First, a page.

Archive

February 8th, 2017

Canada, Leading the Free World

    President Donald Trump’s harsh travel ban reflects a global pattern: All around the world, countries are slamming the doors shut.

    One great exception: Canada. It may now be the finest example of the values of the Statue of Liberty.

    This isn’t just because Canadian leaders are particularly enlightened, although there’s some of that. It’s mostly because the Canadian people themselves remain astonishingly hospitable, with many groups clamoring for more Syrian refugees.

    “Thank you, Canada,” Omar al-Omar, a Syrian who was shot at age 15 as the war started, said to me at a center here where refugees are getting lessons in English and in Canadian habits, such as excruciating politeness. “I’m very happy. I feel welcome.”

    “I’m sad Arab countries aren’t doing enough for refugees,” Omar added. “I’m really happy Canada does what others don’t.”

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You won't believe what's driving the economy

    Do humans act largely rationally, or can stories and rumors throw an entire economy off course? Lately, economists are increasingly recognizing that narratives matter.

    In the early 1920s, the U.S. suffered a brutally sharp economic contraction, in which inflation turned rapidly to deflation and stock price-to-earnings ratios dropped to 50-year lows. The economists Milton Friedman and Anna Schwartz, in their book "Monetary History of the United States," blamed an inexperienced Federal Reserve, which had abruptly increased its discount rate by 1 percentage point.

    In a recent speech, Yale University economist Robert Shiller offered a different explanation. Rumors were circulating that the Communist revolution in Russia would soon spread to America, and newspapers were warning that the profiteering associated with World War I would soon give way to a decline in prices. It's thus plausible, Shiller argues, that these and other narratives spread economic uncertainty, discouraging consumer spending and business investment.

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Wisdom of the crowd and madness of the masses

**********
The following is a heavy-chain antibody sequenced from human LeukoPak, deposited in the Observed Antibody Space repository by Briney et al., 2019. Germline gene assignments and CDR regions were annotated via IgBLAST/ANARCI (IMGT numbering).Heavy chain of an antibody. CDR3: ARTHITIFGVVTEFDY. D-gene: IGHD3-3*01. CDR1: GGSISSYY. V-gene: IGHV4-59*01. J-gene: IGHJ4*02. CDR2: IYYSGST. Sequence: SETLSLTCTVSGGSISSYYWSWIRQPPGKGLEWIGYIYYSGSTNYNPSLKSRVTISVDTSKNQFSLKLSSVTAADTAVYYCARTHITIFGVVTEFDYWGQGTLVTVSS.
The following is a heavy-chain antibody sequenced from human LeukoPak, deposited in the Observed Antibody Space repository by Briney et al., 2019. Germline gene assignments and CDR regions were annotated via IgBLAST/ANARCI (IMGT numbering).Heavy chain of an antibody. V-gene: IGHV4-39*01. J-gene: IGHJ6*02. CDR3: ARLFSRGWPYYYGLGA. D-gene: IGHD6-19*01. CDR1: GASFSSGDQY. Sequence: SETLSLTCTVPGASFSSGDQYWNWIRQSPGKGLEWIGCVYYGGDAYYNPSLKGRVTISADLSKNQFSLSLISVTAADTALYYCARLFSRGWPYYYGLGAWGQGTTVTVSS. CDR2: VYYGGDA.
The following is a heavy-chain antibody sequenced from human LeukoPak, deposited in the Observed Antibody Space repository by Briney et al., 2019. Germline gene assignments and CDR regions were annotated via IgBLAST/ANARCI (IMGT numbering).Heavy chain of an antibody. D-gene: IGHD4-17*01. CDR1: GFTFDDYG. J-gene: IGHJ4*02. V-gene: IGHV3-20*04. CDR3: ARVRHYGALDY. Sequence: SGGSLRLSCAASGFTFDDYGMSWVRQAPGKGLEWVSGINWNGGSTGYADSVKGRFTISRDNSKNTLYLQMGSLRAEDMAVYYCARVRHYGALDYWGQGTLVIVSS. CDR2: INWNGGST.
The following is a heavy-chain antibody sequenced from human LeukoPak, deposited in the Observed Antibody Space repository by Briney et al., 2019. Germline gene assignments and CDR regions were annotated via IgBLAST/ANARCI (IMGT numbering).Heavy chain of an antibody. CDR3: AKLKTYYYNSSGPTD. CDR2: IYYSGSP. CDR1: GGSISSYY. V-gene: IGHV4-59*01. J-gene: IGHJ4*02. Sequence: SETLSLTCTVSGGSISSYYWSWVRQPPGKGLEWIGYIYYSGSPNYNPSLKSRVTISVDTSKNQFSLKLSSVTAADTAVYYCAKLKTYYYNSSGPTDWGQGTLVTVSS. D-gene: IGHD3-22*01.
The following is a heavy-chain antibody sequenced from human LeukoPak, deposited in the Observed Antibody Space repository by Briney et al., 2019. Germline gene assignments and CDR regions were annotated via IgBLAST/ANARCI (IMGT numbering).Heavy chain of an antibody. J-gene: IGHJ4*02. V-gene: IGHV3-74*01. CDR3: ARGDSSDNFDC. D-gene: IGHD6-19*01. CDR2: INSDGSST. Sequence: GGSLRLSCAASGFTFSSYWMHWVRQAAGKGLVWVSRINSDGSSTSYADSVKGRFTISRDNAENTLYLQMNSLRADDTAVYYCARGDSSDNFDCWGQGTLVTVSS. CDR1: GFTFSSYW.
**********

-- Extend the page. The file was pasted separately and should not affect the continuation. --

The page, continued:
Social scientists have always been fascinated by crowds. From guessing the weight of a cow to identifying which company built the faulty part in the space shuttle Challenger disaster, the many have often been able to outguess the expert few. Crowd wisdom is often cited as the justification for the idea of efficient asset markets -- many investors, each weighing in with their buying and selling decisions, should combine to produce the optimal forecast of what a stock or a bond is really worth. Or so the story goes.

    But there's danger in relying on crowds to make decisions. Under certain circumstances, group wisdom can break down and become madness. A classic example of this is when Reddit users tried to identify the Boston Marathon bomber, and ended up accusing the wrong guy. Many believe that asset-market bubbles are also examples of crowds gone mad.

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Why do so many Americans believe that Islam is a political ideology, not a religion?

    For many Americans, last week's executive order on immigration was a clear case of religious discrimination since it singles out Muslim-majority countries and gives preferential treatment to non-Muslim refugees from those countries.

    The implication seems to be that, in keeping with President Donald Trump's campaign promises, the United States will sort people at the border based on faith.